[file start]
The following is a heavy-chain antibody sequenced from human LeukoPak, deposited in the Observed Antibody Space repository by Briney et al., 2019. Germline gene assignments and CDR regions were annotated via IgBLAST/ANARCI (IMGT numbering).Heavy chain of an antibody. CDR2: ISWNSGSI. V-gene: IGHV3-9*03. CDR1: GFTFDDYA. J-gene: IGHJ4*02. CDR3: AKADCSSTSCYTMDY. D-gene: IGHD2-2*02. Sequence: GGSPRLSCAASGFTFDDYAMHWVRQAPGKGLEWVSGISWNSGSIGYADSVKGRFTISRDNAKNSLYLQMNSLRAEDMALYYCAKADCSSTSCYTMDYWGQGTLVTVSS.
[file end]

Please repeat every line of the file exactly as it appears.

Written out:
The following is a heavy-chain antibody sequenced from human LeukoPak, deposited in the Observed Antibody Space repository by Briney et al., 2019. Germline gene assignments and CDR regions were annotated via IgBLAST/ANARCI (IMGT numbering).Heavy chain of an antibody. CDR2: ISWNSGSI. V-gene: IGHV3-9*03. CDR1: GFTFDDYA. J-gene: IGHJ4*02. CDR3: AKADCSSTSCYTMDY. D-gene: IGHD2-2*02. Sequence: GGSPRLSCAASGFTFDDYAMHWVRQAPGKGLEWVSGISWNSGSIGYADSVKGRFTISRDNAKNSLYLQMNSLRAEDMALYYCAKADCSSTSCYTMDYWGQGTLVTVSS.